• verbose: verbosity mode.
  • mode: one of {auto, min, max}. In min mode, training will stop when the quantity monitored has stopped decreasing; in max mode it will stop when the quantity monitored has stopped increasing; in auto mode, the direction is automatically inferred from the name of the monitored quantity.

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RemoteMonitor

keras.callbacks.RemoteMonitor(root='http://localhost:9000', path='/publish/epoch/end/', field='data', headers={'Content-Type': 'application/json', 'Accept': 'application/json'})

Callback used to stream events to a server.

Requires the requests library.

Arguments

  • root: root url to which the events will be sent (at the end of every epoch). Events are sent to root + '/publish/epoch/end/' by default. Calls are HTTP POST, with a data argument which is a JSON-encoded dictionary of event data.

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LearningRateScheduler

keras.callbacks.LearningRateScheduler(schedule)

Learning rate scheduler.

Arguments

  • schedule: a function that takes an epoch index as input (integer, indexed from 0) and returns a new learning rate as output (float).

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TensorBoard

keras.callbacks.TensorBoard(log_dir='./logs', histogram_freq=0, write_graph=True, write_images=False)

Tensorboard basic visualizations.

This callback writes a log for TensorBoard, which allows you to visualize dynamic graphs of your training and test metrics, as well as activation histograms for the different layers in your model.

TensorBoard is a visualization tool provided with TensorFlow.

If you have installed TensorFlow with pip, you should be able to launch TensorBoard from the command line:

tensorboard --logdir=/full_path_to_your_logs

You can find more information about TensorBoard - __here.

Arguments

  • log_dir: the path of the directory where to save the log files to be parsed by Tensorboard
  • histogram_freq: frequency (in epochs) at which to compute activation histograms for the layers of the model. If set to 0, histograms won't be computed.
  • write_graph: whether to visualize the graph in Tensorboard. The log file can become quite large when write_graph is set to True.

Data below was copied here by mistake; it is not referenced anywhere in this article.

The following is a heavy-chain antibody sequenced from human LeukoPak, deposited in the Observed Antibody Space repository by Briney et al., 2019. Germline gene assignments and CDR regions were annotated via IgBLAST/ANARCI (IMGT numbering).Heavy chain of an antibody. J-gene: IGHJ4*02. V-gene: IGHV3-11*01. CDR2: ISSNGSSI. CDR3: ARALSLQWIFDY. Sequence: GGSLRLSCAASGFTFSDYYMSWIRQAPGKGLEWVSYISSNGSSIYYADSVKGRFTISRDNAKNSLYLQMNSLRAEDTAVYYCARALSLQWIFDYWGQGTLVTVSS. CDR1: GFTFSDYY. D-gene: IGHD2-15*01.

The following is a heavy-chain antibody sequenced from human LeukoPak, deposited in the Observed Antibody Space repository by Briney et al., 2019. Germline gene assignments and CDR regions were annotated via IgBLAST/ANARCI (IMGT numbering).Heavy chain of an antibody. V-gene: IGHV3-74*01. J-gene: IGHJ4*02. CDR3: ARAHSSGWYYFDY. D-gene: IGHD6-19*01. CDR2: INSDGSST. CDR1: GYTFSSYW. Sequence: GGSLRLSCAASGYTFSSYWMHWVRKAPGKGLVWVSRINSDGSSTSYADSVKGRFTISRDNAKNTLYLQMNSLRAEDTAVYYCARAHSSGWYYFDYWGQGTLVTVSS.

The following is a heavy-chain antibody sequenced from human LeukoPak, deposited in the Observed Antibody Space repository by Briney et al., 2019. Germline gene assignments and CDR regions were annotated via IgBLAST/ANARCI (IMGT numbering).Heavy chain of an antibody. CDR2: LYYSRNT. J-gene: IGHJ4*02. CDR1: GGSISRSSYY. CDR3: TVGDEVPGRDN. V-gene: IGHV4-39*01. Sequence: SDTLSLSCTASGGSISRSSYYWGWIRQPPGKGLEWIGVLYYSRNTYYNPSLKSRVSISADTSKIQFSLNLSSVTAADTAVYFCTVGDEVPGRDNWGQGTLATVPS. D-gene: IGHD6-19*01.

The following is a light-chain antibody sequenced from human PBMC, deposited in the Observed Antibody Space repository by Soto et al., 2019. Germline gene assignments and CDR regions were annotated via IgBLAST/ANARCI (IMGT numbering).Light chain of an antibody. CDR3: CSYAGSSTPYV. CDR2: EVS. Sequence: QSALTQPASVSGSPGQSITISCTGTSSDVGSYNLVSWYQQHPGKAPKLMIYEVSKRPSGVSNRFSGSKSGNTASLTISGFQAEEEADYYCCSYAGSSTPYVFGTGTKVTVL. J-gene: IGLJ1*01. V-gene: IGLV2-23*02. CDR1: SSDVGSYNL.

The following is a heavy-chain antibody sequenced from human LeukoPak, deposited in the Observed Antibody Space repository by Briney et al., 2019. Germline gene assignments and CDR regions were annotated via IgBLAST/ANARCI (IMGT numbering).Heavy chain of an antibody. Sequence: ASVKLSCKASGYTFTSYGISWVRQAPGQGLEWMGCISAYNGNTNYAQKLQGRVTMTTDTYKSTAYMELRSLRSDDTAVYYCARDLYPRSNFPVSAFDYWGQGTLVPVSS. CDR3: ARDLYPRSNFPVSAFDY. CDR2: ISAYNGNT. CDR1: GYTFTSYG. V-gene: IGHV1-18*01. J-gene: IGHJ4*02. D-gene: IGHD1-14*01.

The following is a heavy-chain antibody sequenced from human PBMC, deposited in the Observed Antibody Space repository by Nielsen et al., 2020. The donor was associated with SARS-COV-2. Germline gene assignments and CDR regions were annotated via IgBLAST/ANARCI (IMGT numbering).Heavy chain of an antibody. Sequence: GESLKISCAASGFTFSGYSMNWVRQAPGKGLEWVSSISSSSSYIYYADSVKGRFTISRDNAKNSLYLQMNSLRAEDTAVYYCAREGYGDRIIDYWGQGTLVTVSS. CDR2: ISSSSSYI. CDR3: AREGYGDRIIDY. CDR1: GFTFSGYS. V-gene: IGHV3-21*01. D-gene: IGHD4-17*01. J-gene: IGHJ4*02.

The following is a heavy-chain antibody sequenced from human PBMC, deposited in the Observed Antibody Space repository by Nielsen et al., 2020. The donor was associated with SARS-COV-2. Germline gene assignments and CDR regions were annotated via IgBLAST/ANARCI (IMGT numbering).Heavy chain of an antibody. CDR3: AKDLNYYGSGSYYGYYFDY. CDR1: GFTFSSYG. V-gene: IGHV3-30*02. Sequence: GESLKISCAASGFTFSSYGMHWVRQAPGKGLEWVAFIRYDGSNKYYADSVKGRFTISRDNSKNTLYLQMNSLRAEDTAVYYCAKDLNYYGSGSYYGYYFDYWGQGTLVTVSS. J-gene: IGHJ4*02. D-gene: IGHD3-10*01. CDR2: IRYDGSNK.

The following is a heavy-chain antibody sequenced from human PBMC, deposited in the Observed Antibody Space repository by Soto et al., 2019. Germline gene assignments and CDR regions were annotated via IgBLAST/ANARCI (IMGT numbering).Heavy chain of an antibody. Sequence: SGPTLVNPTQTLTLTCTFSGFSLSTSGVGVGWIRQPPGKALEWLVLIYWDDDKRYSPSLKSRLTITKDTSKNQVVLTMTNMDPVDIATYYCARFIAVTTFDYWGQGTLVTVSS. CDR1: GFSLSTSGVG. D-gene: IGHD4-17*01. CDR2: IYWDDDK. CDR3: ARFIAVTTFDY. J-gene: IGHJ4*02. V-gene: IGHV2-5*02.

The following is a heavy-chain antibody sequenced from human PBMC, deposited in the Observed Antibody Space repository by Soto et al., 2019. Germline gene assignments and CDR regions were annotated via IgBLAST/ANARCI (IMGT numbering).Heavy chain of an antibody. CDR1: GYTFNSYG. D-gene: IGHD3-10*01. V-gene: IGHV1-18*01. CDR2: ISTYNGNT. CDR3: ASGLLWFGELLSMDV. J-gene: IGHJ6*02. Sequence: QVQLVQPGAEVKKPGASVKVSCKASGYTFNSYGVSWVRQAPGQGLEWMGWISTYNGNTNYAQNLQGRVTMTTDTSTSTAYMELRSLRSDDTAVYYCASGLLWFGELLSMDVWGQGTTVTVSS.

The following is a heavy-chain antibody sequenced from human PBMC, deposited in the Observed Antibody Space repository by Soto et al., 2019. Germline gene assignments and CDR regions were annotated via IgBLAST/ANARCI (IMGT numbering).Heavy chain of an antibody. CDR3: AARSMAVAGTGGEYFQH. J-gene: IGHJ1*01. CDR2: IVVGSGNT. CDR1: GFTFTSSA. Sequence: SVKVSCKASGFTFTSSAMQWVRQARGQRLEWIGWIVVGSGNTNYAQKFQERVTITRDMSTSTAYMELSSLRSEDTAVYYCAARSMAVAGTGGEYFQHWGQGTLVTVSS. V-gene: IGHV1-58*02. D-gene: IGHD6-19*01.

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ReduceLROnPlateau

keras.callbacks.ReduceLROnPlateau(monitor='val_loss', factor=0.1, patience=10, verbose=0, mode='auto', epsilon=0.0001, cooldown=0, min_lr=0)

Reduce learning rate when a metric has stopped improving.

Models often benefit from reducing the learning rate by a factor of 2-10 once learning stagnates. This callback monitors a quantity and if no improvement is seen for a 'patience' number of epochs, the learning rate is reduced.

Example

    reduce_lr = ReduceLROnPlateau(monitor='val_loss', factor=0.2,
                  patience=5, min_lr=0.001)
    model.fit(X_train, Y_train, callbacks=[reduce_lr])

Arguments

  • monitor: quantity to be monitored.
  • factor: factor by which the learning rate will be reduced. new_lr = lr * factor
  • patience: number of epochs with no improvement after which learning rate will be reduced.
  • verbose: int. 0: quiet, 1: update messages.
  • mode: one of {auto, min, max}. In min mode, lr will be reduced when the quantity monitored has stopped decreasing; in max mode it will be reduced when the quantity monitored has stopped increasing; in auto mode, the direction is automatically inferred from the name of the monitored quantity.
  • epsilon: threshold for measuring the new optimum, to only focus on significant changes.
  • cooldown: number of epochs to wait before resuming normal operation after lr has been reduced.
  • min_lr: lower bound on the learning rate.

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CSVLogger

keras.callbacks.CSVLogger(filename, separator=',', append=False)